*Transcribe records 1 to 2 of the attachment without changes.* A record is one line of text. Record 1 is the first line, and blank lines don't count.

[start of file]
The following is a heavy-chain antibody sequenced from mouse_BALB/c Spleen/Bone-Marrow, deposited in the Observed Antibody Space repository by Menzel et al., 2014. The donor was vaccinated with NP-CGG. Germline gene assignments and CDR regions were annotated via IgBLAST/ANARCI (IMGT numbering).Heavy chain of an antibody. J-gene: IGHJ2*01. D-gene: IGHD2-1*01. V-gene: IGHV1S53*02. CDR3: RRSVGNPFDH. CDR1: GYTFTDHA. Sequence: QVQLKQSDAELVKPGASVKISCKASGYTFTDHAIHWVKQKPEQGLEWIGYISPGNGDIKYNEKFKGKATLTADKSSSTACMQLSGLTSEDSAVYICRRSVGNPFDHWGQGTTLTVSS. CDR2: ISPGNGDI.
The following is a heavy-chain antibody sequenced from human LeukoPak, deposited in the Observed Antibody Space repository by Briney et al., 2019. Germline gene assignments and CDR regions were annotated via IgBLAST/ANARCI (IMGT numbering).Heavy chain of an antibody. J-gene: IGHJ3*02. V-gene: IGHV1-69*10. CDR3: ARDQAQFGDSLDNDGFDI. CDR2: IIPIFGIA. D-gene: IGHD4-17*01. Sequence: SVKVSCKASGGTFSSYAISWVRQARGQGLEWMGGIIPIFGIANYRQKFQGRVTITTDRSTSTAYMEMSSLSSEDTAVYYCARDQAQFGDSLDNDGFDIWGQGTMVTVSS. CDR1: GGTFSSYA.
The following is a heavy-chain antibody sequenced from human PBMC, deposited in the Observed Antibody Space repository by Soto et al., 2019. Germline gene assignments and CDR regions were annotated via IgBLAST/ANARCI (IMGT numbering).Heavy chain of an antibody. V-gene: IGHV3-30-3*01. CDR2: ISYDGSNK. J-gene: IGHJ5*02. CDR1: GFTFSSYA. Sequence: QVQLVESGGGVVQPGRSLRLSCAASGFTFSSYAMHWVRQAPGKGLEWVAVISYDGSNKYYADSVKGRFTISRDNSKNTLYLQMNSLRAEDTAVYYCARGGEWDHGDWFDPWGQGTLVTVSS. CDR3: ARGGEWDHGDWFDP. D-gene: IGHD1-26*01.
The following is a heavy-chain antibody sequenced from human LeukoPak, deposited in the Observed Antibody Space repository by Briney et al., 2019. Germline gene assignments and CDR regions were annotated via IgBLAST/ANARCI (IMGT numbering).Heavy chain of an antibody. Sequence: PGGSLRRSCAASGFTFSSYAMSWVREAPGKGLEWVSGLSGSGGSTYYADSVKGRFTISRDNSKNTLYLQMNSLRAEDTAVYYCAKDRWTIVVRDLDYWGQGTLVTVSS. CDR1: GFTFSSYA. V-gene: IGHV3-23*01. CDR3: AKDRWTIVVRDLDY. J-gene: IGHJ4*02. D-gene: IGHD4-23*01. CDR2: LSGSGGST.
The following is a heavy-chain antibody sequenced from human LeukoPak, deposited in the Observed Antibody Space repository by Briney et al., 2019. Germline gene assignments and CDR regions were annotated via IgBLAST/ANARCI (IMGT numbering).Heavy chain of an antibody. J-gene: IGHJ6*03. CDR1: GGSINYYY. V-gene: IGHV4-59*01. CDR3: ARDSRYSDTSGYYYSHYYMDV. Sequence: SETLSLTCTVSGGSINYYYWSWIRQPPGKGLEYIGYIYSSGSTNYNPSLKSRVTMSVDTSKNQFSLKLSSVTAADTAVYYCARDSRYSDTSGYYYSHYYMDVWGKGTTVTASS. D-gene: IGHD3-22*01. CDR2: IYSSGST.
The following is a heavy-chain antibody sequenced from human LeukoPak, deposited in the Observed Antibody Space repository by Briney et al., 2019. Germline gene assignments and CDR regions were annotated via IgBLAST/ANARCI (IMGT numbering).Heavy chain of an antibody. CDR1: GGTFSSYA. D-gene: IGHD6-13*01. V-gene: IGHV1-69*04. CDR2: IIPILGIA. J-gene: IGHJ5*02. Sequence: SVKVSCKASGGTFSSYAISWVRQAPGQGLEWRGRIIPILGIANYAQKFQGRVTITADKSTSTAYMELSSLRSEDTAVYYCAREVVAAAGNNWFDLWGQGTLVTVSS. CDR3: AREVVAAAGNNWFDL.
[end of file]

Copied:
The following is a heavy-chain antibody sequenced from mouse_BALB/c Spleen/Bone-Marrow, deposited in the Observed Antibody Space repository by Menzel et al., 2014. The donor was vaccinated with NP-CGG. Germline gene assignments and CDR regions were annotated via IgBLAST/ANARCI (IMGT numbering).Heavy chain of an antibody. J-gene: IGHJ2*01. D-gene: IGHD2-1*01. V-gene: IGHV1S53*02. CDR3: RRSVGNPFDH. CDR1: GYTFTDHA. Sequence: QVQLKQSDAELVKPGASVKISCKASGYTFTDHAIHWVKQKPEQGLEWIGYISPGNGDIKYNEKFKGKATLTADKSSSTACMQLSGLTSEDSAVYICRRSVGNPFDHWGQGTTLTVSS. CDR2: ISPGNGDI.
The following is a heavy-chain antibody sequenced from human LeukoPak, deposited in the Observed Antibody Space repository by Briney et al., 2019. Germline gene assignments and CDR regions were annotated via IgBLAST/ANARCI (IMGT numbering).Heavy chain of an antibody. J-gene: IGHJ3*02. V-gene: IGHV1-69*10. CDR3: ARDQAQFGDSLDNDGFDI. CDR2: IIPIFGIA. D-gene: IGHD4-17*01. Sequence: SVKVSCKASGGTFSSYAISWVRQARGQGLEWMGGIIPIFGIANYRQKFQGRVTITTDRSTSTAYMEMSSLSSEDTAVYYCARDQAQFGDSLDNDGFDIWGQGTMVTVSS. CDR1: GGTFSSYA.